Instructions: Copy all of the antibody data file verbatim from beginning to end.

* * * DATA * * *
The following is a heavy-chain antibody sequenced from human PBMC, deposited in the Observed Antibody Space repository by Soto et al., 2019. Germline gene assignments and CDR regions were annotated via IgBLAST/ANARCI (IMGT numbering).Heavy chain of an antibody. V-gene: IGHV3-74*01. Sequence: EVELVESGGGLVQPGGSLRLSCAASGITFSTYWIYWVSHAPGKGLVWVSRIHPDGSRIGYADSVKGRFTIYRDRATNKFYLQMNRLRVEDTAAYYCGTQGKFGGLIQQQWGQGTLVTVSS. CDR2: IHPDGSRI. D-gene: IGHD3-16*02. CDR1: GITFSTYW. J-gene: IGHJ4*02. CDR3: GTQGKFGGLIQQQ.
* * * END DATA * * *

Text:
The following is a heavy-chain antibody sequenced from human PBMC, deposited in the Observed Antibody Space repository by Soto et al., 2019. Germline gene assignments and CDR regions were annotated via IgBLAST/ANARCI (IMGT numbering).Heavy chain of an antibody. V-gene: IGHV3-74*01. Sequence: EVELVESGGGLVQPGGSLRLSCAASGITFSTYWIYWVSHAPGKGLVWVSRIHPDGSRIGYADSVKGRFTIYRDRATNKFYLQMNRLRVEDTAAYYCGTQGKFGGLIQQQWGQGTLVTVSS. CDR2: IHPDGSRI. D-gene: IGHD3-16*02. CDR1: GITFSTYW. J-gene: IGHJ4*02. CDR3: GTQGKFGGLIQQQ.